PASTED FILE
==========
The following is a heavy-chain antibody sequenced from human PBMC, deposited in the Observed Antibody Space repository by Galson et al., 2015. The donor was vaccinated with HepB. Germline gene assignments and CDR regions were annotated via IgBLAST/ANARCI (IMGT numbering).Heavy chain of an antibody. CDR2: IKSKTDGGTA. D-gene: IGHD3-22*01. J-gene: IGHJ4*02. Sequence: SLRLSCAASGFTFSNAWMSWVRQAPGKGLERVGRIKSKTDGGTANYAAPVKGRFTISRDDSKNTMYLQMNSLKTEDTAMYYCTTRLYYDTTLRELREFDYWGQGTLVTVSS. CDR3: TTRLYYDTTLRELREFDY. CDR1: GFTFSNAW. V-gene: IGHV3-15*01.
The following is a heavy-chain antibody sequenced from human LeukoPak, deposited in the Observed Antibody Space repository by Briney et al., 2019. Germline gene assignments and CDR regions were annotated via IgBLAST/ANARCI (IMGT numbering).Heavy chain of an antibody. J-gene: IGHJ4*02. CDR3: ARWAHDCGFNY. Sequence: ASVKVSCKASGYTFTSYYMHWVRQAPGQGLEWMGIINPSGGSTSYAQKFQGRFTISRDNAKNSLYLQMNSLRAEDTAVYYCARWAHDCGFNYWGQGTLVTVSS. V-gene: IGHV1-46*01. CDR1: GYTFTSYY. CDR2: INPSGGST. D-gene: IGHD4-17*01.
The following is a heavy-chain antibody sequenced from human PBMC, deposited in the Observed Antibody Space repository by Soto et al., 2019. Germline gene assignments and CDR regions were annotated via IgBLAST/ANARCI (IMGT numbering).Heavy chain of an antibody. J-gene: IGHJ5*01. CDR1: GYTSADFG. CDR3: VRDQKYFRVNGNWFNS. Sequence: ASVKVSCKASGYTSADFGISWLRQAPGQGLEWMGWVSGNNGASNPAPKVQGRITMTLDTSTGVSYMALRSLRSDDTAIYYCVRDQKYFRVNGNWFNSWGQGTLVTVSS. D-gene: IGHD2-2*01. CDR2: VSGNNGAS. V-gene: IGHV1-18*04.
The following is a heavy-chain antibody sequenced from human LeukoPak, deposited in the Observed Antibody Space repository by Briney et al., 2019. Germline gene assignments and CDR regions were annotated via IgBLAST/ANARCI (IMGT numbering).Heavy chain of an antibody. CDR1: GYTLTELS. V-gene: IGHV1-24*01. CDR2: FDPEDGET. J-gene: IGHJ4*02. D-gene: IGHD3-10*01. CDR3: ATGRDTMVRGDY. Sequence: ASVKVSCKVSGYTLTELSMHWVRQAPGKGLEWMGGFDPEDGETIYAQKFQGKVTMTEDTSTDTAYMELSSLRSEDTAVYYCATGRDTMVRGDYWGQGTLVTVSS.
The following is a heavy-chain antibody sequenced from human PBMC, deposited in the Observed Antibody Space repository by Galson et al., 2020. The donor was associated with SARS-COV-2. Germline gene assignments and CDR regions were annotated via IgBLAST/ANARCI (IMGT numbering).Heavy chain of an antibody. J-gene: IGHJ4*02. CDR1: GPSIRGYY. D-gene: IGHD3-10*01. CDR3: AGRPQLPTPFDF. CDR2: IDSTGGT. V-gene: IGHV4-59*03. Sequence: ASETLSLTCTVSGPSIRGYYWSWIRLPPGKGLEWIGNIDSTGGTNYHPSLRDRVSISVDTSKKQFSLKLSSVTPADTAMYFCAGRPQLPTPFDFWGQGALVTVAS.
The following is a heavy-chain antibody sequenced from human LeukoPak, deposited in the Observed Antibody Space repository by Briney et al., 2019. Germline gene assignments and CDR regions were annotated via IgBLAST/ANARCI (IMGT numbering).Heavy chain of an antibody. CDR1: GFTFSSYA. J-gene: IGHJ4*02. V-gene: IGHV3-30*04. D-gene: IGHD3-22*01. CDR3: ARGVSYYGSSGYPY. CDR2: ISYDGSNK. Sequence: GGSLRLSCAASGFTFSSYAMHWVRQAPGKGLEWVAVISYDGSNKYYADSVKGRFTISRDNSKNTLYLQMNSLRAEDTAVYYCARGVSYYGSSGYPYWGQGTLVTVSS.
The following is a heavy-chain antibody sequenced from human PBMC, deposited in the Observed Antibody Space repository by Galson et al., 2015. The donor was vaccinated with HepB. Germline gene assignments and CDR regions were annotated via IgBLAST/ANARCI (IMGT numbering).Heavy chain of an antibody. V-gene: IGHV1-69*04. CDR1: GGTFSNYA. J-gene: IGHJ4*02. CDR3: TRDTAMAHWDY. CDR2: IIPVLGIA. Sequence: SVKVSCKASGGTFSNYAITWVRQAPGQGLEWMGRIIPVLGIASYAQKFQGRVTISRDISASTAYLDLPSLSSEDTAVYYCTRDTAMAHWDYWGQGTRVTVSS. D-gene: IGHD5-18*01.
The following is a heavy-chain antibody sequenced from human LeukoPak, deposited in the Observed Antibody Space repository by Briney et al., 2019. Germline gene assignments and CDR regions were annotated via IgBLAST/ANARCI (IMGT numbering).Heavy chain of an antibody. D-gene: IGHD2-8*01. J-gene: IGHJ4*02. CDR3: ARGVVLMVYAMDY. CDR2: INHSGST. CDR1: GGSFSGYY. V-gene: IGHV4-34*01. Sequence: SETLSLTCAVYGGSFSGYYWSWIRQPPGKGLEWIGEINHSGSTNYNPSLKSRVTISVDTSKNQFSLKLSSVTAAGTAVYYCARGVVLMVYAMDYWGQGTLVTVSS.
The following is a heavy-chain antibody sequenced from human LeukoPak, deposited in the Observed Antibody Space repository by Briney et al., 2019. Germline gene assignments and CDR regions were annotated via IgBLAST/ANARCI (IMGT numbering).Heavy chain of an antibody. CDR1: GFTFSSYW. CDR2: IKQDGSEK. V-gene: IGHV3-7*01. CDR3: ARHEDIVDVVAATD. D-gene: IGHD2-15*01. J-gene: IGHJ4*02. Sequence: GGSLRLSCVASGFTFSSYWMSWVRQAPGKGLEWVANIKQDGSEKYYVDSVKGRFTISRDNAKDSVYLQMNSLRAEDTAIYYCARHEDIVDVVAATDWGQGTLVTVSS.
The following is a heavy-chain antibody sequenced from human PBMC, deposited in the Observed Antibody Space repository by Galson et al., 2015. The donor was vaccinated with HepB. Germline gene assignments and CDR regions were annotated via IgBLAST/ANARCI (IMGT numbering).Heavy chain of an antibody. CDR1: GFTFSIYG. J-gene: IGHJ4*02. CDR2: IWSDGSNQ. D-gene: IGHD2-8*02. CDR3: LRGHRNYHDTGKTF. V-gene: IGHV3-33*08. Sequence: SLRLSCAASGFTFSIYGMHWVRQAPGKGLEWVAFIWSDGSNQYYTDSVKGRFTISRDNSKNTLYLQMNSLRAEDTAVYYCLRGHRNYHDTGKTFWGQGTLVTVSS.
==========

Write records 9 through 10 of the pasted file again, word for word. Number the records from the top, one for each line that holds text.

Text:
The following is a heavy-chain antibody sequenced from human LeukoPak, deposited in the Observed Antibody Space repository by Briney et al., 2019. Germline gene assignments and CDR regions were annotated via IgBLAST/ANARCI (IMGT numbering).Heavy chain of an antibody. CDR1: GFTFSSYW. CDR2: IKQDGSEK. V-gene: IGHV3-7*01. CDR3: ARHEDIVDVVAATD. D-gene: IGHD2-15*01. J-gene: IGHJ4*02. Sequence: GGSLRLSCVASGFTFSSYWMSWVRQAPGKGLEWVANIKQDGSEKYYVDSVKGRFTISRDNAKDSVYLQMNSLRAEDTAIYYCARHEDIVDVVAATDWGQGTLVTVSS.
The following is a heavy-chain antibody sequenced from human PBMC, deposited in the Observed Antibody Space repository by Galson et al., 2015. The donor was vaccinated with HepB. Germline gene assignments and CDR regions were annotated via IgBLAST/ANARCI (IMGT numbering).Heavy chain of an antibody. CDR1: GFTFSIYG. J-gene: IGHJ4*02. CDR2: IWSDGSNQ. D-gene: IGHD2-8*02. CDR3: LRGHRNYHDTGKTF. V-gene: IGHV3-33*08. Sequence: SLRLSCAASGFTFSIYGMHWVRQAPGKGLEWVAFIWSDGSNQYYTDSVKGRFTISRDNSKNTLYLQMNSLRAEDTAVYYCLRGHRNYHDTGKTFWGQGTLVTVSS.